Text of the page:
It is essential to emphasize that VitaSim’s involvement was strictly as a software provider for the simulator, ensuring its efficient and effective functioning.
This endeavor showcases the power of collaboration, uniting expertise from various domains to pave the way for a transformative leap in surgical training and, by extension, healthcare outcomes.
Focused lung ultrasound (FLUS) examinations are used to diagnose the causes of acute shortness of breath. To diagnose patients correctly and initiate prompt and correct treatment, doctors must have the right skills. However, it can be difficult to practice FLUS, because testing on patients with acute respiratory problems can delay their actual diagnosis and treatment.
The aim of this randomized controlled study was to 1) learn whether doctors and medical students could use VR equipment to practice at home and learn how to perform FLUS, and 2) investigate the learning outcomes of implementing gamification in VR training.
The researchers recruited 48 doctors and medical students. 24 participants were randomly selected to practice at home with a gamified VR training scenario, and 24 participants practiced at home with a non-gamified VR training scenario. Afterwards, the participants were asked to perform FLUS on a physical simulator and their performance was evaluated by a blinded assessor.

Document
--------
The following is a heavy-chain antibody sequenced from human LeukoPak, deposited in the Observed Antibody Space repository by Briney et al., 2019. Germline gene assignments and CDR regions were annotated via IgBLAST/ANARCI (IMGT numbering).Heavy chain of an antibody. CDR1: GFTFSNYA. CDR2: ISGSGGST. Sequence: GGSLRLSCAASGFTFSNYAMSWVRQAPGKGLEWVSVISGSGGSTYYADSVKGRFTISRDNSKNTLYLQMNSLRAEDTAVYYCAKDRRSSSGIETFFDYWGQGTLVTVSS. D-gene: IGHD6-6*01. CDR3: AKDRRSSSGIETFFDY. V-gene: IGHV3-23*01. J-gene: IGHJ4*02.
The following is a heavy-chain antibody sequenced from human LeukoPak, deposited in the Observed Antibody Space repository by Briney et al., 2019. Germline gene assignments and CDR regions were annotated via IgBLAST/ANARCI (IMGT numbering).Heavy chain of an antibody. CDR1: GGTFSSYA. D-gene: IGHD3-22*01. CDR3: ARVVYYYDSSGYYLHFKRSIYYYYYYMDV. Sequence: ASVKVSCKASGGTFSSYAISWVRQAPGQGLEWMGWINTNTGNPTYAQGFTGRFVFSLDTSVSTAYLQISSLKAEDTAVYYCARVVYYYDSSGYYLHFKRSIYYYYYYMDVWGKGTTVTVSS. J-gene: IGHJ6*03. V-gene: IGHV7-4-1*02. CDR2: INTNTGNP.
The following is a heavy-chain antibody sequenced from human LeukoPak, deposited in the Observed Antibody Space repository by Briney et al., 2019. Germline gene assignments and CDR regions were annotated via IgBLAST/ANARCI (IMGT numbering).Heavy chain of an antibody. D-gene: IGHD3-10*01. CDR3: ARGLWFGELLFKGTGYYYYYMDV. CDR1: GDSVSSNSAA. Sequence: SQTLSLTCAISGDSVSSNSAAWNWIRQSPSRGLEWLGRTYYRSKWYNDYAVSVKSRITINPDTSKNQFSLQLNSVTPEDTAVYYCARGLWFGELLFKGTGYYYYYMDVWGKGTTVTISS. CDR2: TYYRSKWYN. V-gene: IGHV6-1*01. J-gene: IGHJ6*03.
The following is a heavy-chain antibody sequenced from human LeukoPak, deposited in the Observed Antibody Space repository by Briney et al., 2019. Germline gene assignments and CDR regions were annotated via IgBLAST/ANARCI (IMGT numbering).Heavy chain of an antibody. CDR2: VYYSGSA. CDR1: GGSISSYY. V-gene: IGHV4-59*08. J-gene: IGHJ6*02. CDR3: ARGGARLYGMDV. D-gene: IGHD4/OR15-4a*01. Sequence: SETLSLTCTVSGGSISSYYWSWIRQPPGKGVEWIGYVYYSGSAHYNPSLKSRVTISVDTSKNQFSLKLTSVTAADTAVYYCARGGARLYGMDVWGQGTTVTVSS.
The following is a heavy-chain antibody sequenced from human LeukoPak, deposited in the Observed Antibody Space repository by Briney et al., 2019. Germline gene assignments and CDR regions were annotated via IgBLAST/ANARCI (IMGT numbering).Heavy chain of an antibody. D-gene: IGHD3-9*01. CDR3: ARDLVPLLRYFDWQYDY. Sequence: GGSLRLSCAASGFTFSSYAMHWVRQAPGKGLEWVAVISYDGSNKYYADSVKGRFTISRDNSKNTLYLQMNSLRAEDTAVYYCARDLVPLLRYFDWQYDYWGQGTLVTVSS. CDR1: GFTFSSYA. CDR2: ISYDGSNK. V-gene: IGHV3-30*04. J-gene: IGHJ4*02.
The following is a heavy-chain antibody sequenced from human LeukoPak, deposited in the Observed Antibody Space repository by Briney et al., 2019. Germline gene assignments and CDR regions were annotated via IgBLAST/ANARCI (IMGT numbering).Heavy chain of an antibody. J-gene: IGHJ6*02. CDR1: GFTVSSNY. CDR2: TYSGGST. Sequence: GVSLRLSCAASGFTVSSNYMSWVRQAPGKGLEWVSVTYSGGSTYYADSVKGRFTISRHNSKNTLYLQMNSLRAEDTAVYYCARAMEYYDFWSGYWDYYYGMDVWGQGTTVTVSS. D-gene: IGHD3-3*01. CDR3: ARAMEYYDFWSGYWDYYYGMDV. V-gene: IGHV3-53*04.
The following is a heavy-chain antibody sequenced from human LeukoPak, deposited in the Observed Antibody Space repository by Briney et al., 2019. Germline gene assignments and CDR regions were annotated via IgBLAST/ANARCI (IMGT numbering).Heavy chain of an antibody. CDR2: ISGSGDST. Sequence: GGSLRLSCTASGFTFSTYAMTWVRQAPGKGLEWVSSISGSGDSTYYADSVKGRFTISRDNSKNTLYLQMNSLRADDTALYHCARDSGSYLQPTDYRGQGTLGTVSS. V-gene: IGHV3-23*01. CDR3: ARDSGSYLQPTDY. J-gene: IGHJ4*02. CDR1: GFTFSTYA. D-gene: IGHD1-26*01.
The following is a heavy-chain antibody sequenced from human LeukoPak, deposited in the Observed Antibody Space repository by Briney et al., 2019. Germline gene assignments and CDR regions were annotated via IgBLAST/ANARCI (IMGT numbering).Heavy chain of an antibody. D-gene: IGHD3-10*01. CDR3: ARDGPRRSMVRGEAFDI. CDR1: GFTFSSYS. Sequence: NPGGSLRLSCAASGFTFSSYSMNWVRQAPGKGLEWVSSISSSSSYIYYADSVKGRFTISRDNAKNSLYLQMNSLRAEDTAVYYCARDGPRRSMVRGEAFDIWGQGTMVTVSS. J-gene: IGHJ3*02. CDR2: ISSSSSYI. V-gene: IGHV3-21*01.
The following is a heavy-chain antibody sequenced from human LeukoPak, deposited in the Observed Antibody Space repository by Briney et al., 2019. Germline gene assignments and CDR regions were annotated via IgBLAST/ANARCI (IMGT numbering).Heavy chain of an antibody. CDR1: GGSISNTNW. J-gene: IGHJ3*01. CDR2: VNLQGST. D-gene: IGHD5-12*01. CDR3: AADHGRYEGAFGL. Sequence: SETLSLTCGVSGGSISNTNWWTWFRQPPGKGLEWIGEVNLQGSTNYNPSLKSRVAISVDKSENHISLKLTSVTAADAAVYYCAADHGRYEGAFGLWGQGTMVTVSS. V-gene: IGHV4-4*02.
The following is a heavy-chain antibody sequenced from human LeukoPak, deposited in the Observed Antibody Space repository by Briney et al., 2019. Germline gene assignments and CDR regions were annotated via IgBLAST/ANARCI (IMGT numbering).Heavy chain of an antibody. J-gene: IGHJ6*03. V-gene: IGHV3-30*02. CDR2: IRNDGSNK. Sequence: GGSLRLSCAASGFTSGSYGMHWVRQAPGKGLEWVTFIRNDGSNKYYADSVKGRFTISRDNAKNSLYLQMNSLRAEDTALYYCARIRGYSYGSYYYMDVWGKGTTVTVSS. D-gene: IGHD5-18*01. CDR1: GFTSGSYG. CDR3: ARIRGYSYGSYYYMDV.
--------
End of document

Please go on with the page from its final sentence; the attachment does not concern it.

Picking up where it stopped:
The participants had the VR headset at home for an average of 4 days and spent 3–3.5 hours practicing FLUS at home.
The study showed that participants who received VR training in FLUS scored statistically comparable to participants who had received the training via traditional courses and who used lung ultrasound examinations in their daily clinical work with patients.
The study found no difference in test scores between participants who received VR training with gamification (15.5 points) and those without gamification (15.2 points). Thus, the use of game-based elements in VR training had no significant effect on the learning outcome.
The study showed that VR training could be used as an unsupervised course for untrained individuals who could even practice at home, outside the hospital.
Link to the full study: